Foreign Policy Blogs

Zimbabwe’s Election Year

Robert Mugabe and Morgan Tsvangirai

[Image From SW Radio Africa]

Zimbabwe no longer occupies a great deal of space in international media coverage. Even in South African media the neighbor north of the Limpopo has returned to secondary status, on the backburner but not on the boil.

And it is true that things in Zimbabwe are not what they were for much of the last decade, when historic rates of hyperinflation, general economic calamity and scarcity, and political violence were daily features of a country descending into chaos. The 2008 election process reaffirmed that when all else fails, President Robert Mugabe would simply resort to violence by proxy, unleashing the thugs among his so-called “war veterans,” increasing numbers of whom may not have even been alive, never mind toted a gun in combat, when Mugabe helped lead the fight against white rule in the 1970s. The economy has stabilized, though it is still precarious for ordinary Zimbabweans.

And political violence is not as frequent an occurrence, though this might be for two related reasons, the first being that previous violence has rendered most Zimbabweans too frightened to speak out. And the second reason being that violence is a weapon that is as effective when used in the form of threats rather than bludgeoning and shootings.

More to the point, 2013 is to see an election in Zimbabwe. This means that we will soon see the lengths to which Robert Mugabe, increasingly showing signs of his characteristic pugnaciousness, will go to maintain the power that he sees as rightfully his. We know he has no plans to step from a sinecure he sees as his for life. And we know that he is not happy with the arrangement that has his ZANU-PF sharing power with the Movement for Democratic Change and its leader Morgan Tsvangirai, who serves as a neutered Prime Minister in the coalition government. We also know that reform talks between the two parties, who rarely seem to work together on anything, have sputtered if they ever really commenced.

So what does this mean for this year’s elections, which may or may not happen in March? We can safely say that it does not bode well, especially since Reginald Austin, the head of Zimbabwe’s Human Rights Commission, recently stepped down from his post “in protest at the lack of independence and resources given to the commission” and expressed his belief that he would promptly be replaced by a ZANU-PF supporter. The Human Rights Commission is charged with addressing the country’s human rights problems, including (especially?) political violence.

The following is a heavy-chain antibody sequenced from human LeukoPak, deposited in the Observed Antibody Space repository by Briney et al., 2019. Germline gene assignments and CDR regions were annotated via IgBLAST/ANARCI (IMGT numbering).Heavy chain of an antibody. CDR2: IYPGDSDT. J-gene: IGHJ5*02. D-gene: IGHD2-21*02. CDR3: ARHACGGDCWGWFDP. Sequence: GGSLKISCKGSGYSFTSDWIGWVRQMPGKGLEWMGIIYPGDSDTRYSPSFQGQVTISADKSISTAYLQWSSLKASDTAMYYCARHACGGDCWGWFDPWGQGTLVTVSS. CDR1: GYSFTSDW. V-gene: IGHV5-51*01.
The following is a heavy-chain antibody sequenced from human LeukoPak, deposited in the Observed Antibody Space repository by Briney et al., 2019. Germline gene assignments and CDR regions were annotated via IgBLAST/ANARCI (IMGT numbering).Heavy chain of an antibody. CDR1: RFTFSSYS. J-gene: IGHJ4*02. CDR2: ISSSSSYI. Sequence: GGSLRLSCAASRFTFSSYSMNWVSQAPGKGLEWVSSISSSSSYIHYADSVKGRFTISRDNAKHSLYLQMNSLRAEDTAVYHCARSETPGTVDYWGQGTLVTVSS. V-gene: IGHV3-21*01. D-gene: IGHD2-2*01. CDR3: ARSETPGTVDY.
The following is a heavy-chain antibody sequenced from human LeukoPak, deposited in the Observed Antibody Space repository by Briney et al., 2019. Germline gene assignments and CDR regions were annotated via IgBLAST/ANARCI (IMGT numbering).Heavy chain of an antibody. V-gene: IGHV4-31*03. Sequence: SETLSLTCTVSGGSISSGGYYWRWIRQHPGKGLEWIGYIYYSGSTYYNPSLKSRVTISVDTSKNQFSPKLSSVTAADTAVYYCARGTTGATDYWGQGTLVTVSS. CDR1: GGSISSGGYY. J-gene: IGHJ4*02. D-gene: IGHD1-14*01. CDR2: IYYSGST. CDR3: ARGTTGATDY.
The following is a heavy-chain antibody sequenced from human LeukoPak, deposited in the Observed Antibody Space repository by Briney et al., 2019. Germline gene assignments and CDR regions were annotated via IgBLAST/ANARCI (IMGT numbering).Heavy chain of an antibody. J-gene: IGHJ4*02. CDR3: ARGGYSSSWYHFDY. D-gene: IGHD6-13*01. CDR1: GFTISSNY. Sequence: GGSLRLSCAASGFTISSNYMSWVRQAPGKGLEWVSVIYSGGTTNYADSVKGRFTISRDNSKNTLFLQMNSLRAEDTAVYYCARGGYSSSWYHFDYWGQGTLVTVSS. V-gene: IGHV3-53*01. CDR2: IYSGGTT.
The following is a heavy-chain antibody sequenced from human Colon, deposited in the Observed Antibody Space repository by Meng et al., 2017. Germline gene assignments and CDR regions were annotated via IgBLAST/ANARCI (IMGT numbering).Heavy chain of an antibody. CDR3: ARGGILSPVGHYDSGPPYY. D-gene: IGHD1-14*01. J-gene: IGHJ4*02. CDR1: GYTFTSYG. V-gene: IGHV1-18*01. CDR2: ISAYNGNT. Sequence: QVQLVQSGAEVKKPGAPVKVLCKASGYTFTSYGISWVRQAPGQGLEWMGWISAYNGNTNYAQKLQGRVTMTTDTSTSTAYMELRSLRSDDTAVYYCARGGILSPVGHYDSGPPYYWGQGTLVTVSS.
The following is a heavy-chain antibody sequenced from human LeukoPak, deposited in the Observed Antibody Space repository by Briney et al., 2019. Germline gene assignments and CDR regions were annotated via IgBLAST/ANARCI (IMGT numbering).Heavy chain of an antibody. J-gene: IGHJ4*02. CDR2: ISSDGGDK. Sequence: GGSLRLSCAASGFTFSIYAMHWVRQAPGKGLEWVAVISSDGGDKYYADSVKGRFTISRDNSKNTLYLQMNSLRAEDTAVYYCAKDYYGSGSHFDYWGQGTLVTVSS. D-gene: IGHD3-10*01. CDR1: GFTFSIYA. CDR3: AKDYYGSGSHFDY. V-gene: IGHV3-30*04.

I suspect that as the elections approach, whenever that may be, we will see increasing violence coupled with dueling narratives about “security” from ZANU-PF and with accusations from the MDC and human rights organizations about thuggery from Mugabe’s supporters, some of them in uniform, others operating in the shadows, where threats of violence are most ominous, and often most effective. The opposition accusations will almost surely be the most accurate (not that MDC supporters are not above their own use of violence and coercion — victims of vice are not automatically granted virtue) but the overwhelming sources of political violence this year will come from Mugabe’s side with the sole purpose of ensuring him another few years in control of a country that he sees as his own private fiefdom.

The violence is likely to be especially effective when coupled with bureaucratic mechanisms that are geared simply toward making it easier for ZANU-PF supporters and harder for those from MDC to cast ballots. And on top of it all, one does not get the sense that the MDC is quite as mobilized as it has been in the past to overthrow their wily, resilient despot.

All of this is a recipe for an election year in which events might not reach the point where the world’s gaze is consistently drawn toward Zimbabwe. But it should be.



Derek Catsam

Derek Catsam is a Professor of history and Kathlyn Cosper Dunagan Professor in the Humanities at the University of Texas of the Permian Basin. He is also Senior Research Associate at Rhodes University. Derek writes about race and politics in the United States and Africa, sports, and terrorism. He is currently working on books on bus boycotts in the United States and South Africa in the 1940s and 1950s and on the 1981 South African Springbok rugby team's tour to the US. He is the author of three books, dozens of scholarly articles and reviews, and has published widely on current affairs in African, American, and European publications. He has lived, worked, and travelled extensively throughout southern Africa. He writes about politics, sports, travel, pop culture, and just about anything else that comes to mind.

Areas of Focus:
Africa; Zimbabwe; South Africa; Apartheid